How much water do you need? That’s the question Eastern New Mexico Rural Water Authority Project Manager Scott Verhines asked ENMRWA members on Wednesday in Portales.
Verhines said he wants the information so engineering consultants have an idea on the specifications of the pipes leading to each community involved in the Ute Water Project. He asked that entities provide the information by February.
The Ute Water Project is a plan to pump water from Ute Lake near Tucumcari to communities throughout eastern New Mexico, including Clovis and Portales. Representatives from Texico, Melrose, San Jon and Elida requested Verhines and other water officials meet with village officials to determine the amount of water needed to be pumped into their communities.
Clovis Mayor David Lansford discussed using the village of Grady as a model showing what need the entity has for water, how much it can afford and how the entity can avoid wasting water purchased from the Interstate Streams Commission in its negotiations with ISC. Currently the village of Grady is obligated to purchase 75 acre-feet of water from Ute Lake according to an agreement with the ISC. Grady officials say they can’t afford 75 acre-feet of water each year and want to change the contractual agreement to 25 acre-feet per year, which they actually use.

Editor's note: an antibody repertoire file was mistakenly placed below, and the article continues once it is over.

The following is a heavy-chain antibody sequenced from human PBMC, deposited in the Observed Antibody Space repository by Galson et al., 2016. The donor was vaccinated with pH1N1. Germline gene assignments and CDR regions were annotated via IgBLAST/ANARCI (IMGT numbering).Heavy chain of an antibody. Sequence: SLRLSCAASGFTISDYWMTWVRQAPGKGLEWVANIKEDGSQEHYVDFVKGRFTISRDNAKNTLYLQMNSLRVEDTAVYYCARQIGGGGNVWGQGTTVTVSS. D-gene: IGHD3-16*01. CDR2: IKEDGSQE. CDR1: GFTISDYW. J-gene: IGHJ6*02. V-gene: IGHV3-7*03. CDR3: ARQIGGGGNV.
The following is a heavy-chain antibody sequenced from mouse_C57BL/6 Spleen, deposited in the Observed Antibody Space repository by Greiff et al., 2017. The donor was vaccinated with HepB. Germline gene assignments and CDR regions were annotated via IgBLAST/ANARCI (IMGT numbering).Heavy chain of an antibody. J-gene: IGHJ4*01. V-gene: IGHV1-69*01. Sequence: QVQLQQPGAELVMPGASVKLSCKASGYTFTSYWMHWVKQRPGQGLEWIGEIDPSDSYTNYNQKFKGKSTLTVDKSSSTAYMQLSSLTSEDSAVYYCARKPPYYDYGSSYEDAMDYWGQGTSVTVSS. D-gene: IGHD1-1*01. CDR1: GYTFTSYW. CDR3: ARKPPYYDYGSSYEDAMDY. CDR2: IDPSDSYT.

Verhines said ENMRWA will be negotiating with the ISC on the cost and fees of water each entity purchases from Ute Lake. Lansford, who is also the ENMRWA chairman, said he does not like the idea of an entity purchasing a certain amount of water in reserve in Ute Lake and then being forced to use it or lose it. Instead, he hopes communities can be allowed to purchase only the water they expect to use.
In other business at the meeting:
• Lansford said he and Portales Mayor Orlando Ortega met with Bureau of Reclamation representative Miguel Rocha in Denver on Tuesday. He said the Bureau of Reclamation representatives want to assign an ENMRWA oversight committee. He said Bureau of Reclamation members asked general questions about the Ute Water Project.
Lansford said bureau members want participants from the Ute Water Project to be prepared for several different funding scenarios. He said the members would not endorse the current funding setup — 80 percent funding from federal government, with the state paying 10 percent and local governments paying 10 percent of the project.
According to Lansford, the members want the ENMRWA to have backup plans in case the federal government only provides 65 percent or 50 percent funding for the Ute Water Project.
“I think we need to have 80-10-10 funding,” Ortega said. “That is how we are basing our ability to fund the project. There are concerns if we start dropping in federal funding.”
Lansford also told bureau members the ramifications of the Ute Water project if it does not receiving 75 to 80 percent federal funding.
“In my community, we would have to prepare for a downsize,” Lansford said. “When you can’t supply enough water to meet (residents’) needs, we’re not going to be able to provide for as many residents. Residents would be forced to move out.”
ENMRWA members scheduled their next meeting for 10 a.m., Jan. 19 in Tucumcari.